Is it half term where you are? Looking for ways to entertain the kids? To help I’ve put together a round-up of some great cork crafts for kids.
I’ve written all about why you should try and pick natural cork stoppered wine over screw-topped or plastic cork bottles so it’s a good way of putting your cork to good use. Otherwise you can buy cork stoppers online (eBay is a good source) or you can always ask friends, family and at local restaurants and bars to save any cork for you, rather than drinking litres and litres of wine to gather your cork!
Here are my favourite cork crafts. As with any kids crafts, adult supervision and help will be required:
These painted cork keyrings from El hada de papel are very cute – simply paint a cork and add a little eye hook (available from any diy store) and hey presto – a unique keyring!
Cork boats, such as these ones from Handmade Charlotte are really easy to make and great fun. You could make a few and have a boat race!
These cork mice, made from champagne corks by Russian blog All Together, are incredibly cute. Make a whole family for added “awwww” factor!.
These cork knights from Red Ted Art are the ultimate in reusing and recycling – not only do they use the cork, but also the wire cage and the metal lid too! And they look pretty amazing to boot!
If you’re looking for an incredibly simple and easy craft then these cork stamps from Knobz fit the bill. Simply glue wooden embellishments (available from craft shops) on to your corks, and you have an instant stamp set! If you can’t find any embellishments then buttons or even bits of foam cut out in different shapes and glued on will also do the trick.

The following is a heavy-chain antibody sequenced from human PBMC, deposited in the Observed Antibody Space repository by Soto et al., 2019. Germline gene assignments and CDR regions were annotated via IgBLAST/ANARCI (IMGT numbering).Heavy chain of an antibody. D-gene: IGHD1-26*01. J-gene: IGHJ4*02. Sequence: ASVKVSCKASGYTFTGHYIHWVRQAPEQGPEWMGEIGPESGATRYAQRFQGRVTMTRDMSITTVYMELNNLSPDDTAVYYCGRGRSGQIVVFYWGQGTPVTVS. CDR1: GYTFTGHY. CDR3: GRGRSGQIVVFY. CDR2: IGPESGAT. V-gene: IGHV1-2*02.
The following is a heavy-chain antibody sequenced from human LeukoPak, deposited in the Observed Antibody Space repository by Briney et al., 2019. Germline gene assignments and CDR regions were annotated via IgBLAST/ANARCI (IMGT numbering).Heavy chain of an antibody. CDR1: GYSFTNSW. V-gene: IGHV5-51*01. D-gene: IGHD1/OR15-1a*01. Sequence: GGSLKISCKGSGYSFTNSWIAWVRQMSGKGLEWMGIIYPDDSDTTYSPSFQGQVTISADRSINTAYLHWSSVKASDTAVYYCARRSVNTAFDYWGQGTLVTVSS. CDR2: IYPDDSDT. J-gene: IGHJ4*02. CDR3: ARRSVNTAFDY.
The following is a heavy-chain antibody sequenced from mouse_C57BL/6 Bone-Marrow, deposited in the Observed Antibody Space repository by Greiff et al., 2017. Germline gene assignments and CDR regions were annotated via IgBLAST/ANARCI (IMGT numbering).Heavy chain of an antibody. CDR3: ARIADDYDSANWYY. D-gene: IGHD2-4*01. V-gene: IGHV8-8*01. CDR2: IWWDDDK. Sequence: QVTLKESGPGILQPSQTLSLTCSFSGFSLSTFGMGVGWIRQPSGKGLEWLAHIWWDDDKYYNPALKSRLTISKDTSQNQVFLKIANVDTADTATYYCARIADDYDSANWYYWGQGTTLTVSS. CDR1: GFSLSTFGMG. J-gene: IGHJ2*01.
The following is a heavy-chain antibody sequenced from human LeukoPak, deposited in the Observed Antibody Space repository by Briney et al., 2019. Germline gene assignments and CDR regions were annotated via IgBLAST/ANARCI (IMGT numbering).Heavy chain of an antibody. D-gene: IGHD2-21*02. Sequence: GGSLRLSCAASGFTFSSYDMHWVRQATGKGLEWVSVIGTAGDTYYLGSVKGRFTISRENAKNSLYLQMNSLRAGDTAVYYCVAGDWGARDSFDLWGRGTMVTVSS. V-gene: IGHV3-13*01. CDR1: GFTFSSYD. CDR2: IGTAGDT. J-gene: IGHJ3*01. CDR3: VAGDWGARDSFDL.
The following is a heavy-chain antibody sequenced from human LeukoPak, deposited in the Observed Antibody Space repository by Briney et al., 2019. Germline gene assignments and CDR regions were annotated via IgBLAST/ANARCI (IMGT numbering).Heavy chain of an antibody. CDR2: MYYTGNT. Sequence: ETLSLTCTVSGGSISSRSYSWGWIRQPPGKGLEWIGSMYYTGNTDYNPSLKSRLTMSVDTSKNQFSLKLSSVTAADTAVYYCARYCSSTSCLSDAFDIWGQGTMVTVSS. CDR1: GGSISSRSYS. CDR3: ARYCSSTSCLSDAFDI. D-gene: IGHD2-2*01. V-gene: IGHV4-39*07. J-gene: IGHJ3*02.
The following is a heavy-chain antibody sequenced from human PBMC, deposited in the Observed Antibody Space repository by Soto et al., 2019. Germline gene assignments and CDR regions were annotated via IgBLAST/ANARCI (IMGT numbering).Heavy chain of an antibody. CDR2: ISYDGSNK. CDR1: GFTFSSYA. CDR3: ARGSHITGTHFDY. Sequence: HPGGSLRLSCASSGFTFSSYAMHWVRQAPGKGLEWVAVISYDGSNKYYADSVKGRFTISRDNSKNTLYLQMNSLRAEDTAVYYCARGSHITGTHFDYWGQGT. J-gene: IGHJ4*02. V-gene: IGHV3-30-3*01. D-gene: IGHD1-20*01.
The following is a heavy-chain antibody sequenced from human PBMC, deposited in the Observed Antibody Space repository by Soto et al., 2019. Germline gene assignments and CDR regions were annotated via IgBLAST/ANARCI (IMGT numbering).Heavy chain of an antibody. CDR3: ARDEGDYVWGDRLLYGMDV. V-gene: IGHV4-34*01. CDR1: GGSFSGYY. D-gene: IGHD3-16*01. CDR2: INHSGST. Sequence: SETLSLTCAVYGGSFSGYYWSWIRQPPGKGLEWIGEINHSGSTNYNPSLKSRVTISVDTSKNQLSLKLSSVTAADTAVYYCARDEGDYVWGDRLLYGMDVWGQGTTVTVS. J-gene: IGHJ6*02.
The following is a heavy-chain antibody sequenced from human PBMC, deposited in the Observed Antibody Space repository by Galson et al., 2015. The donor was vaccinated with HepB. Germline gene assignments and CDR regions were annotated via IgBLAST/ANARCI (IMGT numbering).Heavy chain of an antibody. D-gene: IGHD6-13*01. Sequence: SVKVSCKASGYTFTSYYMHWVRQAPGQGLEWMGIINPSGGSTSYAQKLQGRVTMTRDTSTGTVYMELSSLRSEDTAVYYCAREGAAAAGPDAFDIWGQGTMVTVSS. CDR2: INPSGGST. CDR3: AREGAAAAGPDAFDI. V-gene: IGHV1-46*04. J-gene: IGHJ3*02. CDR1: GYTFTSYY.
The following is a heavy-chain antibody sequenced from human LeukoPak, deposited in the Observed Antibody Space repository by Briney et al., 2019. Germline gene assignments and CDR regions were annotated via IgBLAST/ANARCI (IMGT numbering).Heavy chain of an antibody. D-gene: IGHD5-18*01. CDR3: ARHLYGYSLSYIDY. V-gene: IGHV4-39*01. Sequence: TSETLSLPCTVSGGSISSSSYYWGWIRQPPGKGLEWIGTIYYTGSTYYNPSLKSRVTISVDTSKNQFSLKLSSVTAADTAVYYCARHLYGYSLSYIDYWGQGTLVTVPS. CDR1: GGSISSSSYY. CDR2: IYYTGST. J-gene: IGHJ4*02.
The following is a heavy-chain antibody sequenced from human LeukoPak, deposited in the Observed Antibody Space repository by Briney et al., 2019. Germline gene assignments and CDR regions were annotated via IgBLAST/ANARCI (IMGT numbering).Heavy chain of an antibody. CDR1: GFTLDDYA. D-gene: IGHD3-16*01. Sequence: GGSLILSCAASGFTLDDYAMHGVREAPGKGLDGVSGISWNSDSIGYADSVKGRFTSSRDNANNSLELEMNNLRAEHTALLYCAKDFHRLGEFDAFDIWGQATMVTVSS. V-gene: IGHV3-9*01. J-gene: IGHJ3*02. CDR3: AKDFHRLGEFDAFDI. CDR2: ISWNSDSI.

If you don’t have kids and are wondering what to do with your cork then you can compost it. Cork doesn’t break down easily so don’t put the whole cork in – first chop it up into small pieces (or put it in your blender) and add it to your compost bin. You can also add the small fragments of cork to soil when you’re potting plants to aid with water retention. Alternatively, use the whole corks at the bottom of plant pots, when potting your plants, in place of styrofoam or rocks, to aid drainage.
I’ll admit – I like wine. Sauvignon blanc, Prosecco, Malbec and Merlot are my tipples of choice. Come Friday night, after the baby is in bed, you’ll more often than not find me with a well-deserved glass of wine in my hand.
Over the past ten years, plastic stoppers and screw top wine bottles have infiltrated the wine market. At first, when screw tops started appearing I thought “how convenient” – no more searching for a bottle opener, and no more corked wine. However lately I’ve started to wonder “is cork eco friendly”, or are their screw top equivalents more environmentally friendly?
Is Cork Eco Friendly?
My initial thought was surely yes, screw tops are more environmentally friendly, as trees have to be cut down to extract cork, whereas metal can be recycled. Then I started looking into it, and as it turns out I was completely wrong – cork is eco friendly as cork is one of the most sustainable materials in the world, and the dominance of screw tops on wine bottles is actually threatening ancient Mediterranean cork oak forests. Screw tops and plastic stoppers also contribute to widespread environmental destruction.
You see, across Portugal, Southern France and Spain, Italy, Tunisia, Morocco, Algeria and Turkey are swathes of ancient cork oak forest. These forests are home to endangered and rare species such as the Short-Toed Eagle, the Egyptian Mongoose, the Barbary deer and the Iberian Lynx, as well as biologically important flora and fungi. The presence of the forest also prevents the soil from drying out and turning into a dust bowl.
You may be wondering how is cork eco-friendly if this is the case? Well, to extract cork from cork oak trees you may be surprised to hear that not one single tree is cut down. Instead, bark is peeled away and then the cork is carefully extracted by very highly skilled harvesters. The trees are in no way damaged – the cork is naturally renewable and grows back after nine years – preserving the forest in it’s pristine entirety, and enabling perpetual harvesting with no damage to the forest or ecosystem.